With over a dozen major dehumidifier manufacturers and hundreds of models to choose from, to say it’s tough to choose a dehumidifier would be a bit of an understatement. We often see companies roll out yearly refreshes of their product lines as well, which means the market is flooded with models, both old and new. With that in mind, here are the areas you should focus on when you want to narrow the field.
How bad is your humidity problem?
Before you think about sizes, styles, or features you’d like to find on a dehumidifier, it’s a good idea to consider the problem at hand. Humidity can strike in your home in a variety of ways from a steamy bathroom without a vent to issues in below-grade rooms.
You could have an issue in a small closet or a crawl space, whereas other homeowners may have a larger issue that requires a whole house system. Regardless of how bad the problem is, you may need to address the cause of the problem before purchasing a dehumidifier.
These systems are ideal for removing moisture, but can’t work miracles if you experience seasonal flooding or have poor ventilation indoors. If you have a serious humidity issue in your home, you may want to have a professional take a look before settling on a system.
Types of Dehumidifiers
When looking for the best dehumidifier, most of the systems you’ll come across have a compressor. While they will definitely get the job done and are incredibly popular, there is more than one type of dehumidifier. Below we are going to touch on the most common types of dehumidifiers found in residential settings.
- Compressor Dehumidifiers – A compressor-based dehumidifier works in a similar fashion to a refrigerator or AC unit as it uses refrigerant and has a compressor, fan, and coils. As air is drawn across the coils, moisture is collected in a tank. These units come in a variety of sizes and are best suited for mild to warm weather.
- Desiccant Dehumidifiers – Dehumidifiers in this class don’t have a compressor, but do have fans along with a desiccant rotor or wheel inside which absorbs moisture. Heat is used to recharge the desiccant, which in turn can be used to dry clothing or raise the temperature of a room. These systems use more power than a refrigerant-based dehumidifier but work better at lower temperatures.
- Thermo-electric Dehumidifiers – Often referred to as a Peltier dehumidifier, these systems use the Peltier effect to dehumidify an area. These simple dehumidifiers pull air over a heat sink where it condenses before being collected. They are budget-friendly but limited to smaller sizes for residential use like most desiccant dehumidifiers.
- Whole House Dehumidifiers – When you a dehumidifier that simple, ductable, and can cover several thousand square feet, a whole-house dehumidifier is your best option. These are often compressor-based machines, although there are several desiccant systems in the commercial class as well. Sizes range from 70 to 200 pints per day for these systems.
The only other style of dehumidifier we feel is noteworthy are systems in the commercial class. They can be used in residential settings, but are built to last far longer than a portable unit. Commercial dehumidifiers usually come in larger capacities above 50 PPD but can be a compressor or desiccant-based machine.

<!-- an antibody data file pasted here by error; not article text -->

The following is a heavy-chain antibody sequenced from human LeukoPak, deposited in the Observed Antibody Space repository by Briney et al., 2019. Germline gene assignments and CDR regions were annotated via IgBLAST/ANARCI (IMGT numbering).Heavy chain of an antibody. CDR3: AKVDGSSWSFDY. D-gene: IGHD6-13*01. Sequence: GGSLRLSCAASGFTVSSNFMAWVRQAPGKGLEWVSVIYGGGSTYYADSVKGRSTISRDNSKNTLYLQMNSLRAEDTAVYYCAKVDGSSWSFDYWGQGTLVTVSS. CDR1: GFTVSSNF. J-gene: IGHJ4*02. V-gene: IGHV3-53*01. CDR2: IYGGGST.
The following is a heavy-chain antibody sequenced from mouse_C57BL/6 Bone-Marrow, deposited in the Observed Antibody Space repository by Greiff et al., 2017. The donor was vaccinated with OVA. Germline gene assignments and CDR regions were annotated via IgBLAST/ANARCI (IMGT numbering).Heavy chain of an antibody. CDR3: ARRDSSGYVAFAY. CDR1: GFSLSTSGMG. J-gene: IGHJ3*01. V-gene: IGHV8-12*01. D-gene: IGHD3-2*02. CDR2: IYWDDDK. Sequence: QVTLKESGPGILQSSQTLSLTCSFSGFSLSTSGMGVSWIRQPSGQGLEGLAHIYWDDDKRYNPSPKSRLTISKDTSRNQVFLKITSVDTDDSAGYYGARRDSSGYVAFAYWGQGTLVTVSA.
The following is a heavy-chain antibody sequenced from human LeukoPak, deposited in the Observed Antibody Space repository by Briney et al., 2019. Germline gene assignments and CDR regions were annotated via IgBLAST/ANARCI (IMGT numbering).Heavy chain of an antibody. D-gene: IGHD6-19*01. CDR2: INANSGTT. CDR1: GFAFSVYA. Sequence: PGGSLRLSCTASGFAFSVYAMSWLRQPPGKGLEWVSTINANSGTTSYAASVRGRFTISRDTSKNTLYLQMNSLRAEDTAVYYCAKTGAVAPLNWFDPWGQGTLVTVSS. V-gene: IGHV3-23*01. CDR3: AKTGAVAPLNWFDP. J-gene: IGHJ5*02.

While you may think capacity refers to how much moisture a water tank can hold, it’s actually related to dehumidifier sizes. Measured in PPD or pints per day, this specification tells you how much moisture a dehumidifier can remove during a 24-hour period. It is an important number, although a variety of factors in your home can affect how well a system will perform.
Until June of 2019, dehumidifiers were tested using a specific set of standards. Systems were tested at 80°F at 60% relative humidity, but the new standards have dropped the testing temp down to 65°F, which directly affects sizing or capacity.
You can read more about the changes here, but what’s important to remember is that some systems are listed by the old standards, while newer models conform to the Department of Energy’s new standards. That means you’ll see older 90-pint systems sitting alongside 50-pint models, even though both have roughly the same extraction rate.
|Coverage||Pre-2020 Capacity||New Capacity|
|400 sq. ft.||30 pint||20 pint|
|600 sq. ft.||40 pint||25 pint|
|800 sq. ft.||50 pint||30 pint|
|1000 sq. ft.||60 pint||35 – 40 pints|
|1200 sq. ft.||70 pint||45 – 50 pints|
|1500 sq. ft.||90 pint||55 – 60 pints|
After you understand what size system you need, it’s time to think about coverage. Unfortunately, it can be just as confusing as deciphering the new DOE standards because there is often a range or two figures are given with some systems. Coverage is measured in square footage, although some machines under 10 PPD will use cubic feet instead.
Whenever you see a system with a high and low number, the largest one typically refers to the “suggested” room size from the manufacturers while the lower is more in-line with usage in a typical setting. It’s usually the number we suggest using, although most systems in a specific class have a general range.
- Desktop – Any system we refer to as a desktop or personal dehumidifier is small enough to sit on a countertop and usually under 10 pints per day. Coverage is limited with these machines, which are thermo-electric or desiccant systems that range anywhere between 150 to 300 square feet.
- Single Room – You can find small to large dehumidifiers in this class with ratings from 300 to well over 1,000 square feet. They are built for use in living areas and have the best array of features with options like internal pumps and Wi-Fi.